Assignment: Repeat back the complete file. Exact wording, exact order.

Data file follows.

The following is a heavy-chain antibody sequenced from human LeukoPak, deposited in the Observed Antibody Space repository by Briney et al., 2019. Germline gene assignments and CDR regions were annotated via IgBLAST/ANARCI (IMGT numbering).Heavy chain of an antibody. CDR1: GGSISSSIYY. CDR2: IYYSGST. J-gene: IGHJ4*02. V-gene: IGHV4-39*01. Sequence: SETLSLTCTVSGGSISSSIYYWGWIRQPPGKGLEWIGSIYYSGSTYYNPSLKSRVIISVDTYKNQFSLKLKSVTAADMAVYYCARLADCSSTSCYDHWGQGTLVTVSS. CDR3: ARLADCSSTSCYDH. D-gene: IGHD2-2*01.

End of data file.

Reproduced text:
The following is a heavy-chain antibody sequenced from human LeukoPak, deposited in the Observed Antibody Space repository by Briney et al., 2019. Germline gene assignments and CDR regions were annotated via IgBLAST/ANARCI (IMGT numbering).Heavy chain of an antibody. CDR1: GGSISSSIYY. CDR2: IYYSGST. J-gene: IGHJ4*02. V-gene: IGHV4-39*01. Sequence: SETLSLTCTVSGGSISSSIYYWGWIRQPPGKGLEWIGSIYYSGSTYYNPSLKSRVIISVDTYKNQFSLKLKSVTAADMAVYYCARLADCSSTSCYDHWGQGTLVTVSS. CDR3: ARLADCSSTSCYDH. D-gene: IGHD2-2*01.